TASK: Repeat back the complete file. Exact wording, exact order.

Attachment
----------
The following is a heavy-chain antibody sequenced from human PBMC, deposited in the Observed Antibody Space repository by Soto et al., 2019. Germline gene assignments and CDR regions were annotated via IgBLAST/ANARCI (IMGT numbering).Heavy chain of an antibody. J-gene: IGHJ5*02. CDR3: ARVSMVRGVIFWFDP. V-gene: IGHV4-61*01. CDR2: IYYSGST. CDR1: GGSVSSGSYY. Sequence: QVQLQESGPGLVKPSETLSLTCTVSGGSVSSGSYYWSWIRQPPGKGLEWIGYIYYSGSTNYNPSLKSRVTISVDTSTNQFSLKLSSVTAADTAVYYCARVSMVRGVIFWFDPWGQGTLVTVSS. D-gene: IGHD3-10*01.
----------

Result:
The following is a heavy-chain antibody sequenced from human PBMC, deposited in the Observed Antibody Space repository by Soto et al., 2019. Germline gene assignments and CDR regions were annotated via IgBLAST/ANARCI (IMGT numbering).Heavy chain of an antibody. J-gene: IGHJ5*02. CDR3: ARVSMVRGVIFWFDP. V-gene: IGHV4-61*01. CDR2: IYYSGST. CDR1: GGSVSSGSYY. Sequence: QVQLQESGPGLVKPSETLSLTCTVSGGSVSSGSYYWSWIRQPPGKGLEWIGYIYYSGSTNYNPSLKSRVTISVDTSTNQFSLKLSSVTAADTAVYYCARVSMVRGVIFWFDPWGQGTLVTVSS. D-gene: IGHD3-10*01.